The Chicago Zoological Society, which operates Brookfield Zoo, and the Teamsters Union averted a possible strike of nearly 220 zoo workers after reaching a tentative deal on a new five-year contract last week.

Teamsters Local 727 represents both full-time and seasonal employees at Brookfield Zoo, including zookeepers and groundskeepers to police officers. The two sides succeeded in hammering out a tentative deal on April 21 after failing to reach an agreement during a negotiating session on April 18.

“We are very pleased that we were able to reach an agreement and hope the union members will vote in favor of the new contract,” said Sandi Dornhecker, vice president of human resources for the Chicago Zoological Society, in a press release. 

On April 14, the union had announced that the Chicago Zoological Society had pushed workers to “the brink” of a strike by insisting that the employees shoulder the entire burden of health care cost increases.

“These workers do not want to go on strike, but if management continues to mistreat them and make unreasonable demands, they will be forced to stand up for themselves,” said John Coli Jr., president of Teamsters Local 727 at that time.

According to the union, the Chicago Zoological Society had insisted that workers bear the cost of $6.5 million in health care increases over the term of what at the time was a proposed four-year contract.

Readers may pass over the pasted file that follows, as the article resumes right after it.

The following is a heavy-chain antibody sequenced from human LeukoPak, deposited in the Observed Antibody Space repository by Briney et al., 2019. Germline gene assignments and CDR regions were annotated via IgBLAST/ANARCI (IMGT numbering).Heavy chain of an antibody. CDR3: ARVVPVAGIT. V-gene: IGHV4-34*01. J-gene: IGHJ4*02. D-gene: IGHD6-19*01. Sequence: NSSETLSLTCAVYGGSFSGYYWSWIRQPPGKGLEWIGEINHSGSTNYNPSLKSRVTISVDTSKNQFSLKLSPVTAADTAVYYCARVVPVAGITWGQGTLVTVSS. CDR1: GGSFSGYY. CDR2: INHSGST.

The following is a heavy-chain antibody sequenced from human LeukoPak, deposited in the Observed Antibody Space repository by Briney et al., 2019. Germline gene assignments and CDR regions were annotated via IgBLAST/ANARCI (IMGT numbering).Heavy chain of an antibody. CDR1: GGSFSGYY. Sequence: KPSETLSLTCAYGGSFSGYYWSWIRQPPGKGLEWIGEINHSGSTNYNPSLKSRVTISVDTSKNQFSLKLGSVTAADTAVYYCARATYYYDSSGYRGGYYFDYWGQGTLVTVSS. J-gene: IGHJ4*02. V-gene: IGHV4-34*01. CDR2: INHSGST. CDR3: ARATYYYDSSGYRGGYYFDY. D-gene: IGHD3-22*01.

“Forcing our members to shoulder such costs would be devastating to the workers and their families,” Coli said in an April 14 press release.

Coli also announced at that time that the union had filed an unfair labor practice complaint against Chicago Zoological Society management “stemming from the company’s complete misrepresentation of the ongoing contract negotiations in an April 5 email to bargaining unit members.”

It’s unclear who will bear the health care cost increases in the tentative deal. The Chicago Zoological Society, in the press release issued April 21, would say only that “both sides made significant movement in their positions and worked hard in an effort to reach middle ground.”

The union indicated on April 21 that the new contract “preserves health care benefits” for workers, but does not indicate whether employees will pick up a greater portion of those costs. 

The previous four-year contract expired on Dec. 31, 2015, but both sides agreed to extend the deal while negotiations, which began last November, continued.